• Where in-house resources are used to provide valuations upon which significant decisions are made In the context of a turnaround unit, RBS should ensure that there is a clear separation of functions and adequate safeguards to prevent conflicts of Interest;
  • Review its policies and practices on dealing with customers and on complaints:
    • Review its policy and procedures for Relationship Managers’ engagement with SME customers. In particular RBS should consider how Its engagement with SME customers takes appropriate account of the different circumstances of the diverse group of SMEs with which it deals;
    • Review and revise its communications with customers to ensure that it is transparent, clear and informative,
    • Revise its approach to complaint handling and provide SME customers with clearly signposted routes to escalate their complaint if necessary;
  • Review its use of third-party firms and in particular the use of secondees’

RBS should ensure that appropriate guidelines and mechanisms are in place to guard against conflicts of interest in these areas;

  • Fundamentally review its approach to the purchase of distressed assets:

Amend the governance, policies and practices and other arrangements relating to circumstances where it (West Register) acquires or considers the acquisition of assets owned by its distressed SME customers to address the shortcomings in arrangements that we have Identified and ensure effective separation of the function from any turnaround unit;

  • Review the use of Upside Instruments in the context of SME customers:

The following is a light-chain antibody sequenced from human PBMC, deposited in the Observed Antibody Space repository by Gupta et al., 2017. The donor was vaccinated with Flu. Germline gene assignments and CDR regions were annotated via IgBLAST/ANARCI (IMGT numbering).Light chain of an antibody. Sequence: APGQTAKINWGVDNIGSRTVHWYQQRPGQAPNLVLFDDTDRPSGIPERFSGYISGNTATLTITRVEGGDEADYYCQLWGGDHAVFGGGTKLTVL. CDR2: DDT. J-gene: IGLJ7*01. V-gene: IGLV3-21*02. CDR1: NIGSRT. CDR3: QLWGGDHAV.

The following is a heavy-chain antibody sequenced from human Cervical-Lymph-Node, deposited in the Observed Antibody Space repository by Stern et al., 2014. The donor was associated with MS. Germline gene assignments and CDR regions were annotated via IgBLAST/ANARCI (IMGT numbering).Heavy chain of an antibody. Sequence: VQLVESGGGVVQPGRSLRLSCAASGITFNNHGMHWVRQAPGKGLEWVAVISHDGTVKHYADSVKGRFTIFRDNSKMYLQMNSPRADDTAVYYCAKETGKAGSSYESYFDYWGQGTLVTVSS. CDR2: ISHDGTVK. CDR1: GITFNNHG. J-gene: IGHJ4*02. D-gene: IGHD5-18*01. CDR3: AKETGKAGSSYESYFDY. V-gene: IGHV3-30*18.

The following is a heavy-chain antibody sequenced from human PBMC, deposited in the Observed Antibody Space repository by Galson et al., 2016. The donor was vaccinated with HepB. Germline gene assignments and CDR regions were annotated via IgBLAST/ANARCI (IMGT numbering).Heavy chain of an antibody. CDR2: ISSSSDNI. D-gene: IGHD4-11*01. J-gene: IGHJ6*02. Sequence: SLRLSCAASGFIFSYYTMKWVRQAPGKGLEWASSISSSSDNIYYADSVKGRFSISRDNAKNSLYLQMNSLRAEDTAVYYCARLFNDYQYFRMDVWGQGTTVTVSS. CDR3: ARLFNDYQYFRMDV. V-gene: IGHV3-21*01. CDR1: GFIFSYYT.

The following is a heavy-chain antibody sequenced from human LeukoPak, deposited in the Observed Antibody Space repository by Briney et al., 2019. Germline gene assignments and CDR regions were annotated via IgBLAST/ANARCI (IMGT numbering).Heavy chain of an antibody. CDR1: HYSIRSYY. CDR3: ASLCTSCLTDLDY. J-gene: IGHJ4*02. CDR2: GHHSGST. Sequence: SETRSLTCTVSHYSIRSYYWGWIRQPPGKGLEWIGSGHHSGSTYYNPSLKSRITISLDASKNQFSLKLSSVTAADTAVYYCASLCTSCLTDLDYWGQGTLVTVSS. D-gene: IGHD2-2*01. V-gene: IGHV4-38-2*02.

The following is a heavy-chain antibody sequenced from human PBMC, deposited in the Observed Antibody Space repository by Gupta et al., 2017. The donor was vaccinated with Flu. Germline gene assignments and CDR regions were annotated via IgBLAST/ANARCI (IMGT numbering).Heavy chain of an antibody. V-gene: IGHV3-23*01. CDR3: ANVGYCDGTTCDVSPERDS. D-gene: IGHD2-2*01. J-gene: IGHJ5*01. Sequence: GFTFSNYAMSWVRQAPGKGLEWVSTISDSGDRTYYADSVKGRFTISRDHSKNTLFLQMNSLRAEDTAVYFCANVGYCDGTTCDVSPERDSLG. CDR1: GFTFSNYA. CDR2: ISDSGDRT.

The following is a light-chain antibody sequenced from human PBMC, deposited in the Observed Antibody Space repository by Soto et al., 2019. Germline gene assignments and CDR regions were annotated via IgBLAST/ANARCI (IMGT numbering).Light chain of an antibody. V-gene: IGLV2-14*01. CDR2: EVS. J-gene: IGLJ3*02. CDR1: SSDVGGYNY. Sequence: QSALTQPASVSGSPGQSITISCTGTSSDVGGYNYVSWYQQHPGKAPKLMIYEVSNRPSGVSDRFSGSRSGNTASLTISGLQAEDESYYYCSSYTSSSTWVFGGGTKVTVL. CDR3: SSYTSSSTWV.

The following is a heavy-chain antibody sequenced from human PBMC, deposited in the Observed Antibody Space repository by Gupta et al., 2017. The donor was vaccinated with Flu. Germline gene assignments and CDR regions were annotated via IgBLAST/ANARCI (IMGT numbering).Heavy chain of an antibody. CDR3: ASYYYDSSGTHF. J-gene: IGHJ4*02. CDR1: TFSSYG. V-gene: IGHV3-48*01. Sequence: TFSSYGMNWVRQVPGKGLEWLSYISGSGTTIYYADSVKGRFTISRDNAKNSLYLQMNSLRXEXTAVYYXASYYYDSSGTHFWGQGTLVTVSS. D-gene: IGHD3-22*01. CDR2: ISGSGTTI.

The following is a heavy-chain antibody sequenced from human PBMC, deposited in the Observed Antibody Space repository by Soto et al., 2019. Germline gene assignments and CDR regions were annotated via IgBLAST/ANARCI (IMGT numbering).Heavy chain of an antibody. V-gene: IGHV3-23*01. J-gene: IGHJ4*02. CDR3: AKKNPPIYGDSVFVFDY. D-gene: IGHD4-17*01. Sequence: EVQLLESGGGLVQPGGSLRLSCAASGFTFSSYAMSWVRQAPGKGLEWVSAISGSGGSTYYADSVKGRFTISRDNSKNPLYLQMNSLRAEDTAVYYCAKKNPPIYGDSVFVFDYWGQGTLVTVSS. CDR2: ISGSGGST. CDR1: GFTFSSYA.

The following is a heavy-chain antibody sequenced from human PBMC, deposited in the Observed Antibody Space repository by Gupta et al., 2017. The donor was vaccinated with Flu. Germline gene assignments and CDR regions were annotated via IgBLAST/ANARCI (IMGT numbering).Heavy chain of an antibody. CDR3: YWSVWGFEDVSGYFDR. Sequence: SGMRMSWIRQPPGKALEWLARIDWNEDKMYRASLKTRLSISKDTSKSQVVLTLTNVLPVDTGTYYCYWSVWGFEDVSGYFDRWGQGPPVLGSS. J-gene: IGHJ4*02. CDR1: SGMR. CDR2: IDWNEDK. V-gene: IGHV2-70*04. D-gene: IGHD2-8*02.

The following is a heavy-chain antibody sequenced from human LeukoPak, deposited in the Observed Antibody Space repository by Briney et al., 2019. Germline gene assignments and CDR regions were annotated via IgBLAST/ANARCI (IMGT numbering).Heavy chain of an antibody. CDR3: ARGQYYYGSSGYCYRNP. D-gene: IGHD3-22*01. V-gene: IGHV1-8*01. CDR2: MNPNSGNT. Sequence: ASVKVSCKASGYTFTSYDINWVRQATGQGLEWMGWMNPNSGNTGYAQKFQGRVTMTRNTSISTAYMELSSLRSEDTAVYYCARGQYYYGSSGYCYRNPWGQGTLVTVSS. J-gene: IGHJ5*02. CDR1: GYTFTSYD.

• Review the Information provided to SME customers In relation to PPFAs to ensure that the agreements and the associated costs are transparent; and
    • Review the role of EPAs In relation to SME customers, in so far as RBS Judges their continued use is justified and helpful to some customers it should further consider customer communication, minimum timescales and notification of buy-back terms, the governance around the arrangements and more widely the Interaction between SIG, the turnaround unit and SME customers

7.7  Addressing these recommendations will help ensure that similar problems to those experienced In RBS’s GRG during the Relevant Period do not occur in future.  These recommendations do not, however, address the concerns and Issues of those SMEs that were handled by GRG.  We make two recommendations that are intended to address specific unfairness that we observed during the course of our review.  These are:

  • Revisit the cases Identified in our review where it Is clear that GRG failed to respond to a complaint or where Its response was Inadequate, and